Fear conditioning. Rats were fear conditioned and extinguished in an operant chamber while pressing for food. The chamber was 25 × 29 × 28 cm with aluminum and Plexiglas walls (Coulborn Instruments). The floor consisted of stainless steel bars that could be electrified to deliver a mild shock. A response bar was positioned 6.5 cm above the floor, a speaker was mounted on the outside wall opposite the bar, and illumination was provided by a single overhead light. The chamber was situated inside a sound-attenuating box (Med Associates, Burlington, VT) with a ventilating fan, which produced an ambient noise level of 60 dB. The conditioned stimulus was a 4 kHz sine wave with a duration of 30 sec and an intensity of 80 dB. The unconditioned stimulus was a 0.5 mA scrambled footshock, 0.5 sec in duration, which co-terminated with the tone during the conditioning phase. Throughout the experiment, food was continuously available on a VI-60 schedule. Between sessions, floor trays and shock bars were cleaned with soapy water and the chamber walls were wiped with a damp cloth. Behavior was recorded with digital video cameras (Micro Video Products, Ontario, Canada).
Anisomycin experiments. On day 1, rats received five habituation trials (tone alone), followed by seven conditioning trials [tone paired with shock; intertrial interval (ITI), 4 min). Afterward, rats were matched for acquired freezing levels, and assigned to one of three experimental groups: ANISO, artificial cerebrospinal fluid (ACSF) vehicle control, or no-extinction (NO-EXT) controls. On day 2, all animals were infused with either ACSF or ANISO into the left lateral ventricle (300 μg in 5 μl) (Schafe et al., 1999), mPFC (50 μg in 0.5 μl in a single midline injection), or insular cortex (100 μg; 0.5 μl per side), as described previously (Berman and Dudai, 2001). The infusion rate was 0.1 μl/min in all experiments. After the infusion, a delay of 10 min (for ventricular infusions) or 20 min (for mPFC and insular infusions) was interposed before extinction training. Rats received 15 extinction tones with an ITI of 2 min, resulting in a 50 min session. The NO-EXT controls were infused with ACSF, given only two extinction trials, and then returned to their home cages. On day 3, all groups received 15 additional extinction trials to test for recall of extinction and assess the rate of re-learning of extinction.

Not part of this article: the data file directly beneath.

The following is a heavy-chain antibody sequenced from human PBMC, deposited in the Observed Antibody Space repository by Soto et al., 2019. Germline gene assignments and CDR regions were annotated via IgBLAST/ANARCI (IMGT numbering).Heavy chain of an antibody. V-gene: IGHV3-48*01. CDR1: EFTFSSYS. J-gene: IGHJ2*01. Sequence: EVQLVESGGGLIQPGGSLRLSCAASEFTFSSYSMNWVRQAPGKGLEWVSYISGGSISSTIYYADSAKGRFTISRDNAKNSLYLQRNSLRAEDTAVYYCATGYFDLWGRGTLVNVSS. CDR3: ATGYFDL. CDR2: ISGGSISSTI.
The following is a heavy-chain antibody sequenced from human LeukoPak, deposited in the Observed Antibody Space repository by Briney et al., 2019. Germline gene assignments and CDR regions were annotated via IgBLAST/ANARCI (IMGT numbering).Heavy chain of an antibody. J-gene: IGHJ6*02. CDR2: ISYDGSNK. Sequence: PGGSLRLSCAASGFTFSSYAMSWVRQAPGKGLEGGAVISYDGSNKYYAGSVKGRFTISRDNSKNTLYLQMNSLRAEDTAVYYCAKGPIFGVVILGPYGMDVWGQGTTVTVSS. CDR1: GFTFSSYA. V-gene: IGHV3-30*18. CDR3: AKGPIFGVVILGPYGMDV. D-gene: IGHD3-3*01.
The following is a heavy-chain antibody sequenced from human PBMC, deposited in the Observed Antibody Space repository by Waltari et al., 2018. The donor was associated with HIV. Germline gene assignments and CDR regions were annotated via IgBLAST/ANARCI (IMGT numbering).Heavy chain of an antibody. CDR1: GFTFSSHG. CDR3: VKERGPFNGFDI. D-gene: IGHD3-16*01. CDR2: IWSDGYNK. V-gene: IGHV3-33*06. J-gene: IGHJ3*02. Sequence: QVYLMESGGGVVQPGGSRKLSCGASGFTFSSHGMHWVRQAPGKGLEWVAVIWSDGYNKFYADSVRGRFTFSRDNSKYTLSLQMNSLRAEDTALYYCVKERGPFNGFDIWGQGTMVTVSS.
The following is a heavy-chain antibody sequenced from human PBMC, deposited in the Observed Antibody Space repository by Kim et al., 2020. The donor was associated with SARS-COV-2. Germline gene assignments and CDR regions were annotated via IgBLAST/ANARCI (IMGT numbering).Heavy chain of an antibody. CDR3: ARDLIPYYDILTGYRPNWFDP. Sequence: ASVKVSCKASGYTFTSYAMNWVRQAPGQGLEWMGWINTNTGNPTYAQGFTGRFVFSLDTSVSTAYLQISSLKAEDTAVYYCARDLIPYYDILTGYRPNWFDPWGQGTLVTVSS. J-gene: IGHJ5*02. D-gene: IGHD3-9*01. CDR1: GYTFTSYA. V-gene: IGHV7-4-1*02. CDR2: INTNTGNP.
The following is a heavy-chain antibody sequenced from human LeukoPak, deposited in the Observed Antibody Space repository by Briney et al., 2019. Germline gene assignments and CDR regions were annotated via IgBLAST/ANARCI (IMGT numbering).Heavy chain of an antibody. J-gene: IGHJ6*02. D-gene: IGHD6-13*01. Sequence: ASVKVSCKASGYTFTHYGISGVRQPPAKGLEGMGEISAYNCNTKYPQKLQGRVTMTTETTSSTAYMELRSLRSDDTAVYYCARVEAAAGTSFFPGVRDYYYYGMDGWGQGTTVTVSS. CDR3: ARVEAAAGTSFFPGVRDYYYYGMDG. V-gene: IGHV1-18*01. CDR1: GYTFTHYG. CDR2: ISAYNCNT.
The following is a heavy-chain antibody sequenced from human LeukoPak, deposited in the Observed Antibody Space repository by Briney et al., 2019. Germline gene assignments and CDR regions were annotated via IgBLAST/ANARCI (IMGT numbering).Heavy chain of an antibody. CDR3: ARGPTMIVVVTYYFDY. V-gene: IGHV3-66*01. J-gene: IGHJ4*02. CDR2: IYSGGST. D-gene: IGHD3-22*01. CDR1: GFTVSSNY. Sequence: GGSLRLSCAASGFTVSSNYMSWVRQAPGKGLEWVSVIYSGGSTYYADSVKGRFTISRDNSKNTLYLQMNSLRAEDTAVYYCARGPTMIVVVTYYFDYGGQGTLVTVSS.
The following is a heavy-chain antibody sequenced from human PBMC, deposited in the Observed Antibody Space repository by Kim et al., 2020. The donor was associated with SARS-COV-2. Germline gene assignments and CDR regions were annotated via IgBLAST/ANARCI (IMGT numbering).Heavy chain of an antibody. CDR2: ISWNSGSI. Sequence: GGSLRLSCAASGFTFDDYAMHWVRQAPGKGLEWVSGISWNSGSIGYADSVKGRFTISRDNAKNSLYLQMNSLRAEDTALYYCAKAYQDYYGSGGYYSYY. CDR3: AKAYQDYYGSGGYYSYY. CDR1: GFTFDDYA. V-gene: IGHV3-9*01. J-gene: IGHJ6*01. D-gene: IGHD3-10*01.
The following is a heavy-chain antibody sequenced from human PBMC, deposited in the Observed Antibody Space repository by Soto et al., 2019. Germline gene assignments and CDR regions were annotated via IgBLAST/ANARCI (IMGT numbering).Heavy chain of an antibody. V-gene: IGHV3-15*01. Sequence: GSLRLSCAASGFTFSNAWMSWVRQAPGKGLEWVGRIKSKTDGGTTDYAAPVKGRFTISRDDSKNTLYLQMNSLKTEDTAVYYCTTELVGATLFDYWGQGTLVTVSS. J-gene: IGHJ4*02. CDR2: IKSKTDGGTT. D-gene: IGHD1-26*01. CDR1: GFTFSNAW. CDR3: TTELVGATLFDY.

Data analysis. The percentage of time spent freezing (Blanchard and Blanchard, 1972) was used as a measure of conditioned fear. Freezing is the cessation of all movements, except respiration. The total time spent freezing during the 30 sec tone was scored from videotape with a digital stopwatch by observers blinded with respect to the experimental group. Percentage of recovery of freezing was calculated by dividing the average freezing in extinction trials 1-2 (day 3) by the average in conditioning trials 6-7 (day 1). Freezing and recovery values were analyzed with either Student's t test or one-way ANOVA (STATISTICA; Statsoft, Tulsa, OK). After a significant main effect, post hoc tests were performed with the Scheffé method.